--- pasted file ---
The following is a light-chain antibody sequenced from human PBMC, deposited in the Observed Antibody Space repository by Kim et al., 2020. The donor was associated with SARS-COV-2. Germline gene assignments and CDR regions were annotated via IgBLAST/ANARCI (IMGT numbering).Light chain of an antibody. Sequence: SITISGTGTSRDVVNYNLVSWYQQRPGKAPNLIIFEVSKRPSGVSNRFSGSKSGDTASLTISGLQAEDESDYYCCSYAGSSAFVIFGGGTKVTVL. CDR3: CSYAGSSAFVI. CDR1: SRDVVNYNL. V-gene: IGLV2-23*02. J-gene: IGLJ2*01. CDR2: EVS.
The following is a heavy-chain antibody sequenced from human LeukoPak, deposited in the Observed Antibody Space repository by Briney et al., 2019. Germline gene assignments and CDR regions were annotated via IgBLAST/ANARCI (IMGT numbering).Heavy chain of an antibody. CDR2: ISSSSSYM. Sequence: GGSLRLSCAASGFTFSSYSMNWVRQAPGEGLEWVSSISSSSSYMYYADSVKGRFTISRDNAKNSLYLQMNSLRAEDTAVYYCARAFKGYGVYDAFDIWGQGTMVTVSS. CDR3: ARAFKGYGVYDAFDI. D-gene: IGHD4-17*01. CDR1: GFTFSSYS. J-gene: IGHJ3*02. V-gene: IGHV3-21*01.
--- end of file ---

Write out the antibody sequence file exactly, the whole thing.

The following is a light-chain antibody sequenced from human PBMC, deposited in the Observed Antibody Space repository by Kim et al., 2020. The donor was associated with SARS-COV-2. Germline gene assignments and CDR regions were annotated via IgBLAST/ANARCI (IMGT numbering).Light chain of an antibody. Sequence: SITISGTGTSRDVVNYNLVSWYQQRPGKAPNLIIFEVSKRPSGVSNRFSGSKSGDTASLTISGLQAEDESDYYCCSYAGSSAFVIFGGGTKVTVL. CDR3: CSYAGSSAFVI. CDR1: SRDVVNYNL. V-gene: IGLV2-23*02. J-gene: IGLJ2*01. CDR2: EVS.
The following is a heavy-chain antibody sequenced from human LeukoPak, deposited in the Observed Antibody Space repository by Briney et al., 2019. Germline gene assignments and CDR regions were annotated via IgBLAST/ANARCI (IMGT numbering).Heavy chain of an antibody. CDR2: ISSSSSYM. Sequence: GGSLRLSCAASGFTFSSYSMNWVRQAPGEGLEWVSSISSSSSYMYYADSVKGRFTISRDNAKNSLYLQMNSLRAEDTAVYYCARAFKGYGVYDAFDIWGQGTMVTVSS. CDR3: ARAFKGYGVYDAFDI. D-gene: IGHD4-17*01. CDR1: GFTFSSYS. J-gene: IGHJ3*02. V-gene: IGHV3-21*01.